Tense Political Culture Reveals Black Literature’s Role In White America

The recent killings in Kenosha, Wis., lay bare racial violence and inequities in society. Are publishers of fiction forcing those stories through a white lens?

WDET’s Book Club is back for a third year, and this summer’s selection is Ralph Ellison’s “Invisible Man,” a formative work of the 20th century and winner of the U.S. National Book Award for Fiction in 1953. 

“Blackness exists because it’s a culture, but what does not exist are the mechanisms by which these things get codified and communicated outside our culture.” — Valerie Sweeney Prince, assistant professor

Detroit Today’s Stephen Henderson and readers are discussing the novel weekly on-air and online in the WDET Book Club Facebook community. The novel’s examination of power, systemic racism and inequality has never felt more urgent or pertinent than it does today.

Listen: Wayne State University Assistant Professor of African American Studies Valerie Prince on the role of Black literature

In this installment, Wayne State University assistant professor of African American Studies Valerie Sweeney Prince, author of “Burnin’ Down the House: Home in African American Literature,”  discusses the role of African American literature from Ellison’s time to the present, and questions whether Black literature exists in a pure form considering the white lens of the publishing industry.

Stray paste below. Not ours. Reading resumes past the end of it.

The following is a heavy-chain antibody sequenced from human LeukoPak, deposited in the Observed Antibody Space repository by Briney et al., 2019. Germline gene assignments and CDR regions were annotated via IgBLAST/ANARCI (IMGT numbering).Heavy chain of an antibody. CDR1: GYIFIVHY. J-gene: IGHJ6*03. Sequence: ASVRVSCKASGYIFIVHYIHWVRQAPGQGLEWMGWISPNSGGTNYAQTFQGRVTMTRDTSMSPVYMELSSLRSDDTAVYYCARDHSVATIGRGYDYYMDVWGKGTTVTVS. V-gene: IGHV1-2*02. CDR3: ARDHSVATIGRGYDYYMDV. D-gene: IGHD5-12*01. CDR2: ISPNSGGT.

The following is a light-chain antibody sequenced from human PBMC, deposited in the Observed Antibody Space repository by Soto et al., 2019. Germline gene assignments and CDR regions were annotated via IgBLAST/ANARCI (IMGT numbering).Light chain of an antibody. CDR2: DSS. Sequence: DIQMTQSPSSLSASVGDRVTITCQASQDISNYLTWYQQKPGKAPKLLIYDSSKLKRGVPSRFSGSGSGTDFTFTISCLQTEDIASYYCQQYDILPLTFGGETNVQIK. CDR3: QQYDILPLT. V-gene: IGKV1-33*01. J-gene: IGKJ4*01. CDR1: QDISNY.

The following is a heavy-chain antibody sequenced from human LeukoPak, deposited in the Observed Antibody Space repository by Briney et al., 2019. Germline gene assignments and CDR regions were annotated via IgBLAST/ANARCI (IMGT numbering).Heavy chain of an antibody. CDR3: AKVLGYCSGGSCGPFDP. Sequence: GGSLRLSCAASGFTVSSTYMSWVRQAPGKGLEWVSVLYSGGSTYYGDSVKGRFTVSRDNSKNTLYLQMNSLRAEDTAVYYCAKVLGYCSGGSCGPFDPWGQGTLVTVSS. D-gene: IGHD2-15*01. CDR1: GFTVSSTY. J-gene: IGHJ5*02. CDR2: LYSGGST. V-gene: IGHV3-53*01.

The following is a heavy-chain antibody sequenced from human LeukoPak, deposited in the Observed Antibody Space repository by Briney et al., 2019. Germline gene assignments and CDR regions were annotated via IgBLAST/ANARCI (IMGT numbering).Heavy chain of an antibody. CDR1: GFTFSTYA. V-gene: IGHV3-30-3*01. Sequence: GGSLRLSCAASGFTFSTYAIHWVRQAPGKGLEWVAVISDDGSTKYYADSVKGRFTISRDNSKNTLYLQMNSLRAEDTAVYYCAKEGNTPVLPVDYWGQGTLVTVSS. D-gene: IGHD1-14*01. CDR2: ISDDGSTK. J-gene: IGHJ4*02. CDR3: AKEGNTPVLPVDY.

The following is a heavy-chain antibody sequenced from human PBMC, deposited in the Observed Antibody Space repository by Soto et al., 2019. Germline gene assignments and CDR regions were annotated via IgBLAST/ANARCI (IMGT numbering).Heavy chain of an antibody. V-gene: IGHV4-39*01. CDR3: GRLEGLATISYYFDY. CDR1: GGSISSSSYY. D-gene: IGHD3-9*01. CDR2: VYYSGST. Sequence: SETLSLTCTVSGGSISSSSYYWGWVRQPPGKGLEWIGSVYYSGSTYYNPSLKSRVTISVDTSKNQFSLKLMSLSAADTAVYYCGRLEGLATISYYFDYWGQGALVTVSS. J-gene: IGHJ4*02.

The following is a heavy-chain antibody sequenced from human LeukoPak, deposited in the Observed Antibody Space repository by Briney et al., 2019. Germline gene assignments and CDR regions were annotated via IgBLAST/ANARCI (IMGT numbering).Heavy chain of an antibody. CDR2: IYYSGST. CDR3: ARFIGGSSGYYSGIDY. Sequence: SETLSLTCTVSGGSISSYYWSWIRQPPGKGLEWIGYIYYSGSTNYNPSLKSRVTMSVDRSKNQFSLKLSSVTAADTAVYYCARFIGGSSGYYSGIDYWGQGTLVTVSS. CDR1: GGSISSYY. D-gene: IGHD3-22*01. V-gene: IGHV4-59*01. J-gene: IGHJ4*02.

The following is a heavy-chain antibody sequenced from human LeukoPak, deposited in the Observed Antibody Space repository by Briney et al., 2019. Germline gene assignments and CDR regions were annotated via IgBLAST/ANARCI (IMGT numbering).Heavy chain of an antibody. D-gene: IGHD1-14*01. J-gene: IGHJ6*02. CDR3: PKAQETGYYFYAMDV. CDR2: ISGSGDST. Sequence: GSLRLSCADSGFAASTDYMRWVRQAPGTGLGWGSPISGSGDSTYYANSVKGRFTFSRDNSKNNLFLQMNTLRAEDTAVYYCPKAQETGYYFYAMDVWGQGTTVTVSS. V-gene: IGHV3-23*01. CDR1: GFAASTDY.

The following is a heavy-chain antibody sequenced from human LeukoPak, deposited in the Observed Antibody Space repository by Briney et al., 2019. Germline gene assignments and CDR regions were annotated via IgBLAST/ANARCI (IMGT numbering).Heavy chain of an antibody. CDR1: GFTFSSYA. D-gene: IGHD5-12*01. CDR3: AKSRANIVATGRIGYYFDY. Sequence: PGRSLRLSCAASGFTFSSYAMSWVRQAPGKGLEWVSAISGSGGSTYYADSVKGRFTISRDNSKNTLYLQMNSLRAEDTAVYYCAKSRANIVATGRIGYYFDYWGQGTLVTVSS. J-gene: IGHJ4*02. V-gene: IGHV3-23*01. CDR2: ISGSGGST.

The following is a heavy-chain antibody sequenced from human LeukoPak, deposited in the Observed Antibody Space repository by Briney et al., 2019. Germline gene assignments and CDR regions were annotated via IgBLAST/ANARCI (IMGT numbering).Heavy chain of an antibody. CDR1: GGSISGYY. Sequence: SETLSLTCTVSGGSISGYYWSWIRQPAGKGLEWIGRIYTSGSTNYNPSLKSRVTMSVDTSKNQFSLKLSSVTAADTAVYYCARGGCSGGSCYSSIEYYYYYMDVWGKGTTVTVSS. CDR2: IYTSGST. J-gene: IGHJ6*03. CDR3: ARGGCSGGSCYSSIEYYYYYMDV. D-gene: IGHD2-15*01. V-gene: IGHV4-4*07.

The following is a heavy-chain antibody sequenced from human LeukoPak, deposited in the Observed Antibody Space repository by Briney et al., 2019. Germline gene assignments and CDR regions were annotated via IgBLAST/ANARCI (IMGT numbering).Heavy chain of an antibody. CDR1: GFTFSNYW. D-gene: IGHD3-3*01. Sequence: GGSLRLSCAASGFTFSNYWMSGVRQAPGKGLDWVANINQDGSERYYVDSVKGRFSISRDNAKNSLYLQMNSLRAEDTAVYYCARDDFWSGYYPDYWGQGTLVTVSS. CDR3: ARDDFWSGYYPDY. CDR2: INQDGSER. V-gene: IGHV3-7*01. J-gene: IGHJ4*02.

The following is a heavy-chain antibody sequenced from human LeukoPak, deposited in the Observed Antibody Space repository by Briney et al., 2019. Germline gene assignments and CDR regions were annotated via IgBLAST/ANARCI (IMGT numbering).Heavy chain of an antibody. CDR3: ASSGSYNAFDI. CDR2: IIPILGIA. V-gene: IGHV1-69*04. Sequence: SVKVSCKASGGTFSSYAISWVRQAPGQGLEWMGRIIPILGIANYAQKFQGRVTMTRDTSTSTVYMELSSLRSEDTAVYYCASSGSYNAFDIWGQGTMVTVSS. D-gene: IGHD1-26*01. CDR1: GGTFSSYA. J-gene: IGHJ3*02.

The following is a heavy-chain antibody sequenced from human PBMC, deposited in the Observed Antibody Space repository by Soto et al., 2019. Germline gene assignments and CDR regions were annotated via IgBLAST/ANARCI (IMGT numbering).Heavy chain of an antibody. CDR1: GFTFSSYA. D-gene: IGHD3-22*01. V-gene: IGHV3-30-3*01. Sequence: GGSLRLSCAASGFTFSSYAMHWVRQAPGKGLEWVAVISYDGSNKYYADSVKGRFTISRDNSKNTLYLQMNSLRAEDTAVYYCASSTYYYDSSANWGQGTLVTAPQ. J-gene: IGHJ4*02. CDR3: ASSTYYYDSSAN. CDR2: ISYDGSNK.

Meta Stange / WDET
Meta Stange / WDET

Discussion Points

  • On the recent killings in Kenosha, Wis., Prince says the white lens impacts so many aspects of Black life, not just in literature. “When someone is tweeting ‘law and order,’ that is very clearly a frame of reference that allows a 17-year-old white kid with an assault weapon to not be seen as a murderer,” she says.
  • When it comes to Black literature, Prince says the question is about who ultimately gets to determine what audiences read and internalize about Black life in America. “Blackness exists because it’s a culture. We have music, we have food, we have dance, we have all these things, a way of speaking, a way of just being and seeing and living in the world. But what does not exist are the mechanisms by which these things get codified and communicated outside our culture.”
  • Prince points to a 2018 survey by Publishers Weekly in which 89 percent of respondents working in the publishing industry were Caucasian.

Keep the Conversation Going

Respond on Facebook to this week’s prompt about Chapter 9: 

The Brotherhood is often thought to be a reference to the Communist Party.

Does it resemble other organizations you are familiar with in your own experience?

Further Listening

Author Colson Whitehead on “The Nickel Boys,” “Invisible Man,” and Racial Inequity

“The Yellow House” Author Sarah Broom On Ritual, Home and Careful Placemaking

“White Rage” Author on Racial Justice and Ralph Ellison’s “Invisible Man”

NPR TV Critic Eric Deggans Talks Ebbs and Flows of Black Representation in Media

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